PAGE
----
Peterborough Examiner: Bus stop turned into shelter for homeless should be removed, says worker at Market Plaza in Peterborough

Peterborough Examiner
Credit: Peterborough Examiner

To mark World News Day on September 28, 2022, the World News Day campaign is sharing stories that have had a significant social impact. This particular story, which was shared by the Peterborough Examinercc, was first published on August 12, 2022.

City has cleared out shelter and says it works empathetically to find emergency shelter, housing services for occupants.

Julie Derrett, who works at the Market Plaza on George Street in Peterborough, wants city council to remove the nearby bus stop shelter, saying it’s regularly being taken over by homeless people.

“The police have been pretty good. But it’s frustrating all the way around, because the police are being told to pass it on to transit, and transit is telling us to call the police,” Derrett said.

Many times she’s witnessed people using drugs and defecating directly in front of the business she works at, she said.

“It’s a festival day, four o’clock in the afternoon, and our street is packed full of tourists,” said Derrett. “And there’s five people in that shelter, all smoking crack.”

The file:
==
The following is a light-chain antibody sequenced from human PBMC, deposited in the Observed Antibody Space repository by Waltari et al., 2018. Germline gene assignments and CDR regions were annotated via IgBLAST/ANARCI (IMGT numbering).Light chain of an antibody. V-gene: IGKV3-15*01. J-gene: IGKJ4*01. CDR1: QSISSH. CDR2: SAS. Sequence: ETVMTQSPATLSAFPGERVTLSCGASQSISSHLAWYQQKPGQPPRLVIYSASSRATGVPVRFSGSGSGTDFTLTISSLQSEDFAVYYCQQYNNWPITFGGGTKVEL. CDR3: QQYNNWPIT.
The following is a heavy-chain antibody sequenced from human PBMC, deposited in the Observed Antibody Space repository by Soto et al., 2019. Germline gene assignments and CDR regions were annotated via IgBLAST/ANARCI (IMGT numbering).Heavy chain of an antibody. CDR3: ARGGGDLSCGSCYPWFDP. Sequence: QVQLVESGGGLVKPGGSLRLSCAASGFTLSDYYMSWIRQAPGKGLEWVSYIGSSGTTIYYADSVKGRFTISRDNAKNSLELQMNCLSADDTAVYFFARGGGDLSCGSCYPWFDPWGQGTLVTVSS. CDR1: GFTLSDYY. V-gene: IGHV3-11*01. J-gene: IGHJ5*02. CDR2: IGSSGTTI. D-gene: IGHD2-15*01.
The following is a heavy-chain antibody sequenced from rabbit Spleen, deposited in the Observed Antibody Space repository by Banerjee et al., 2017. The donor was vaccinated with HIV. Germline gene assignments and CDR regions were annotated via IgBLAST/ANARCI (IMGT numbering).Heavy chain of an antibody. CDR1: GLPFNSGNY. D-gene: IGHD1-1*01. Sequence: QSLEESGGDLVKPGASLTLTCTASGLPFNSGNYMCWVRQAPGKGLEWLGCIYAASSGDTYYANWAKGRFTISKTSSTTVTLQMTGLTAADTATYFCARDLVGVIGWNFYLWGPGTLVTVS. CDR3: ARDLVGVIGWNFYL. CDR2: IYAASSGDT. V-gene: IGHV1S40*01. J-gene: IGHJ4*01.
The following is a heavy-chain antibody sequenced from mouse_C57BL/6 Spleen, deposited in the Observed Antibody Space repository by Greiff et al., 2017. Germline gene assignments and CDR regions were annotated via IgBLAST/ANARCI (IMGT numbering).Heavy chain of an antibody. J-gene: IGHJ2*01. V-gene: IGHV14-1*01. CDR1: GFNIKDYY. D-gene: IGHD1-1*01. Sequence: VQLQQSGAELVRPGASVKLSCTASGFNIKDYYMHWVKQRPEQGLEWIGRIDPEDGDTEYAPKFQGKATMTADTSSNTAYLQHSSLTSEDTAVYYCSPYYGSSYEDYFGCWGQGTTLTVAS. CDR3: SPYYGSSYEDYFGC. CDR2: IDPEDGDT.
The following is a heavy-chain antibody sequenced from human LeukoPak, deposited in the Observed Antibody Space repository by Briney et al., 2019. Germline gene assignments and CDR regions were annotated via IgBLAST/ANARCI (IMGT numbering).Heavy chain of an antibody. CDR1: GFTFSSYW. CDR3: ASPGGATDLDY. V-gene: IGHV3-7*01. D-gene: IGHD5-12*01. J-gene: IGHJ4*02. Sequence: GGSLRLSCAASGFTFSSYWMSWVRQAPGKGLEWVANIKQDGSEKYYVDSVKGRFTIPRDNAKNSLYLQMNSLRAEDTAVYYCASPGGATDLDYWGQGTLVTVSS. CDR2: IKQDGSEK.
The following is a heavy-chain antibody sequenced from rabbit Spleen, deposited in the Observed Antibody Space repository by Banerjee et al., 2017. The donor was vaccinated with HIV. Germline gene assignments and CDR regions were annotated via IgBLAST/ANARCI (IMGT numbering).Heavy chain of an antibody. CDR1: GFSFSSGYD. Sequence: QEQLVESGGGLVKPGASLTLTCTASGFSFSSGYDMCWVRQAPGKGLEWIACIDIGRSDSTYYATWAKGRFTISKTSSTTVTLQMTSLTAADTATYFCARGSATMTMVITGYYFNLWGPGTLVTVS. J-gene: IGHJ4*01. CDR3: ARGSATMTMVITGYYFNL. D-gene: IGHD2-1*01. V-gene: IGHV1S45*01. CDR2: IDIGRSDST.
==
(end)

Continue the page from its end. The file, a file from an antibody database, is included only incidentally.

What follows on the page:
Derrett also says that the bus station becomes littered with blankets, garbage and drug paraphernalia. Customers have told her they no longer feel safe parking near the location.

“They’re making it like a house. They put a big piece of plywood in front of the doorway at nighttime. Basically saying, stay the heck out of here, this is our space,” Derrett said.

This has led to the bus shelter no longer being used as intended, she said, and that even when it is cleared out, the fix is only temporary.

“The only solution that I see is to remove the shelter, because it has never been used for what it was erected to be used for,” Derrett said. “And no one in their right mind would walk in there.”

Brendan Wedley, the city’s manager of communication services, said the bus shelter has been recently cleared out again and all items removed. The city has a process in place to deal with such situations, he said.

“When a report is received, trained outreach staff from Social Services engage with those individuals to assess their circumstances and work with them to find appropriate options such as emergency shelter and supportive housing services,” Wedley stated in an email.

“If an empathetic and understanding approach is not successful in the person vacating the bus shelter, then the city will engage its bylaw officers and police.”

Removing the shelter will not eliminate the issue of homelessness, Wedley said, adding the city is actively working to assist those in need find permanent housing.

“In 2021, 251 people exited homelessness and secured housing — 35 per cent were people who had experienced chronic homelessness. So far in 2022, about 100 people have moved into housing from homelessness,” he stated.

The Examiner also reached out to Mayor Diane Therrien for comment but did not receive a response.